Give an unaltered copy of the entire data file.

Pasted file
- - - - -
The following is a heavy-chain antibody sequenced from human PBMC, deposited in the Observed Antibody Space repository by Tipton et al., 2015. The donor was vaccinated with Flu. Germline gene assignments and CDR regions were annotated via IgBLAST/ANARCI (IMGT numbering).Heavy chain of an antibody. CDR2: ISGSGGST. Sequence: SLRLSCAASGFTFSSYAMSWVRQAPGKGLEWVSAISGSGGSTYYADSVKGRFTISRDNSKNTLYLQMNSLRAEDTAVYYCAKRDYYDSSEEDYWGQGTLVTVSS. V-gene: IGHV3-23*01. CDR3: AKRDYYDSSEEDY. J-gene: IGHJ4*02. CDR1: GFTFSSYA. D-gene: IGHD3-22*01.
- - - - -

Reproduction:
The following is a heavy-chain antibody sequenced from human PBMC, deposited in the Observed Antibody Space repository by Tipton et al., 2015. The donor was vaccinated with Flu. Germline gene assignments and CDR regions were annotated via IgBLAST/ANARCI (IMGT numbering).Heavy chain of an antibody. CDR2: ISGSGGST. Sequence: SLRLSCAASGFTFSSYAMSWVRQAPGKGLEWVSAISGSGGSTYYADSVKGRFTISRDNSKNTLYLQMNSLRAEDTAVYYCAKRDYYDSSEEDYWGQGTLVTVSS. V-gene: IGHV3-23*01. CDR3: AKRDYYDSSEEDY. J-gene: IGHJ4*02. CDR1: GFTFSSYA. D-gene: IGHD3-22*01.